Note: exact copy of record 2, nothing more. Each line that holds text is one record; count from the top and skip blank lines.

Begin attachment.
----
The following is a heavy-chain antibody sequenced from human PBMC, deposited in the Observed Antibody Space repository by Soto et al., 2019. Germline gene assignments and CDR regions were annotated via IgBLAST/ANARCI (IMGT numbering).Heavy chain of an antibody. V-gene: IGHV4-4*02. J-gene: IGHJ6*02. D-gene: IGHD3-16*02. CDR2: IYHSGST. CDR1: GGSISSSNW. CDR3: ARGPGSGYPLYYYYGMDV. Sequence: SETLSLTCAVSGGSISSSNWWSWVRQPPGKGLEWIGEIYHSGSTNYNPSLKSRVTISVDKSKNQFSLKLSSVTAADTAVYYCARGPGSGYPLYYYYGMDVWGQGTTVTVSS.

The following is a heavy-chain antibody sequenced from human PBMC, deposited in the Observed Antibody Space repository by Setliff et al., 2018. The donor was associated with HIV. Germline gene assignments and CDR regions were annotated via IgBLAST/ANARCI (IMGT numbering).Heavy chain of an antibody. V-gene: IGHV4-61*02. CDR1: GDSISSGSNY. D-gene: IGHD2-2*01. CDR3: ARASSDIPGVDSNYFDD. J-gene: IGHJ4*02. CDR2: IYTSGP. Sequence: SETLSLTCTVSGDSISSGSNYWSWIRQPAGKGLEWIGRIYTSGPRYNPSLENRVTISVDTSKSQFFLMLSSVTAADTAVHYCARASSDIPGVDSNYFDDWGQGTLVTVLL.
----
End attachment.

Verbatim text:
The following is a heavy-chain antibody sequenced from human PBMC, deposited in the Observed Antibody Space repository by Setliff et al., 2018. The donor was associated with HIV. Germline gene assignments and CDR regions were annotated via IgBLAST/ANARCI (IMGT numbering).Heavy chain of an antibody. V-gene: IGHV4-61*02. CDR1: GDSISSGSNY. D-gene: IGHD2-2*01. CDR3: ARASSDIPGVDSNYFDD. J-gene: IGHJ4*02. CDR2: IYTSGP. Sequence: SETLSLTCTVSGDSISSGSNYWSWIRQPAGKGLEWIGRIYTSGPRYNPSLENRVTISVDTSKSQFFLMLSSVTAADTAVHYCARASSDIPGVDSNYFDDWGQGTLVTVLL.